Wrigleyville Neighborhood Meeting Look-In

Wrigleyville Neighborhood Meeting Look-In

Thanks to the kind individual who runs the Wrigleyville Nation Twitter account, we got a good look-in at the Lakeview community meeting on Monday night between the neighbors, city officials and Cubs representatives.  The relevant tweets that summarize the entire meeting:


For their part, the Cubs seemed mostly courteous and answered all the questions they could save for a few that they were not at liberty to disclose responses to as of yet, such as the revenue coming in from the new signs (still seven) proposed to go up in the outfield.  We're sort of in the camp that thinks the rooftops don't have a legal fight in this, but there are some very irritated neighbors who don't seem to like that the Cubs are going forward with this anyway, especially without communicating with the neighborhood about the proposed changes first.

To this, I am a bit amused.  After all, the Cubs have been championing a Wrigley makeover ever since I went to the Cubs Convention more than two years ago.  They have talked about the possibility of a big screen at least since then, and have been in communication with the city, Alderman Tom Tunney, and the neighborhood since, trying to be a good neighbor.  At some point they just said, "Screw this," and decided to just go forward with it.  I'm very glad for this, and with the Cubs now on the Thursday agenda, we should find out in short order whether the project is approved despite community objections and how soon the Cubs can get this on the road pending any litigation (that I believe will be quashed in short order).


Well Mr. Tunney, maybe you should have told your constituents to suck it?  But of course that would be political suicide even though the city is obviously supporting the Cubs and Tom Ricketts has the leverage here (again, depending on whatever litigation he has to deal with).

It's also unreasonable for a bunch of people who live next to a Major League Baseball stadium to expect a normal living situation, and to expect said MLB franchise to just eat lost revenue year after year, but I digress.  I believe the Cubs will gain approval on Thursday as anticipated, but they won't have at least one supporter:



The Cubs did agree to release the results of light and sound studies and adjust the noise and light level of their signs and speakers accordingly.  And yeah, the Cubs have to be pretty good neighbors, letting the neighbors sneak peeks at their product for marginal fees.  I also found these other tweets funny:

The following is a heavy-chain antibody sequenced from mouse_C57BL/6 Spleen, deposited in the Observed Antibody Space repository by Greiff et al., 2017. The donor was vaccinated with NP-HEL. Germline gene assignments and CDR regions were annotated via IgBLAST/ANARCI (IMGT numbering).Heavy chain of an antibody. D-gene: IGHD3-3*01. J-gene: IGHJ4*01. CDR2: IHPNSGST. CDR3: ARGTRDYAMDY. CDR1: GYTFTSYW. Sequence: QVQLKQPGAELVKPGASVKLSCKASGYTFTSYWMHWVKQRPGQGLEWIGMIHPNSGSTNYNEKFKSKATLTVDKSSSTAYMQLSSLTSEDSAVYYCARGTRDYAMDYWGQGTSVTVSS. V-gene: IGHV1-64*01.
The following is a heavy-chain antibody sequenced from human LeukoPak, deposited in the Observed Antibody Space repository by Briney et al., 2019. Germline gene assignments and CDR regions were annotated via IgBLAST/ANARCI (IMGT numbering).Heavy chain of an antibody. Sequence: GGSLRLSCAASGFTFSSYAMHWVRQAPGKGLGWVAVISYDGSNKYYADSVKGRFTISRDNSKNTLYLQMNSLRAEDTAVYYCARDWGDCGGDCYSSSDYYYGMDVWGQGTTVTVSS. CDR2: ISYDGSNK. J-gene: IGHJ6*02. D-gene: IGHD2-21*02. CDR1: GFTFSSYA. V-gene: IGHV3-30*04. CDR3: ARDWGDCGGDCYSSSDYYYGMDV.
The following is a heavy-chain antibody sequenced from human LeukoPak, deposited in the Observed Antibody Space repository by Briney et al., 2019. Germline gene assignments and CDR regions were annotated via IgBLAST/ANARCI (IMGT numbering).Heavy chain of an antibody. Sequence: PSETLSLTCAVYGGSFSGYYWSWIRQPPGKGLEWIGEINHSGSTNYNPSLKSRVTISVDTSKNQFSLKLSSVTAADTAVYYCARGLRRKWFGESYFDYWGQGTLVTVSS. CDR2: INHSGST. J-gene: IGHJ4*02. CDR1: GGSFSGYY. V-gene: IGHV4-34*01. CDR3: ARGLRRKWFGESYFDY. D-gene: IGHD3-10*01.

I love these guys.  Anyway, assuming everything is hunky-dory, it sounds like there is in fact a timeline!



Very good to know this, and again thanks to that Tweeter for hooking us up.


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  • The one relevant thing in the linked Anno Catuli article is "The answer is simple. They know the contract just as well as the Cubs do, and they know the wording works in the Cubs favor."

    Besides that, everyone knows what the contract is, since the Tribune posted it. While one may quibble whether adding 5 seats to the bleachers is a "city approved expansion," the remedies are clearly stated in the contract (1) that the Cubs would have to pay 17% of the cost of raising the rooftop bleachers to a certain point in time, and most importantly (2) any dispute goes to arbitration. The rooftop owners are not going to court, just like Donald Sterling's lawyers are not going to get a probate case removed to federal court. Tunney is just bloviating, but if he does anything more to ball up the situation, I'm sure Emanuel will find an opponent for him. Maybe Laura Ricketts.

    As the article indicates, the only doubt is whether the Landmarks Commission will approve the additional signs, or Ricketts has to go back to what was approved last year, but despite Bruce Levine keeping up his hokum that "the Ricketts fear an injunction," even he realizes that it can only go to arbitration. Hence, there is no reason not to break ground July 14, 2014.

  • In reply to jack:

    Laura might be a fun alderman!

  • In reply to Rice Cube:

    Might even marry Deb Mell, who is supposedly going through a messy divorce.

  • In reply to jack:

    It would actually be really cool for the city to see that, being that it's legal in Illinois now.

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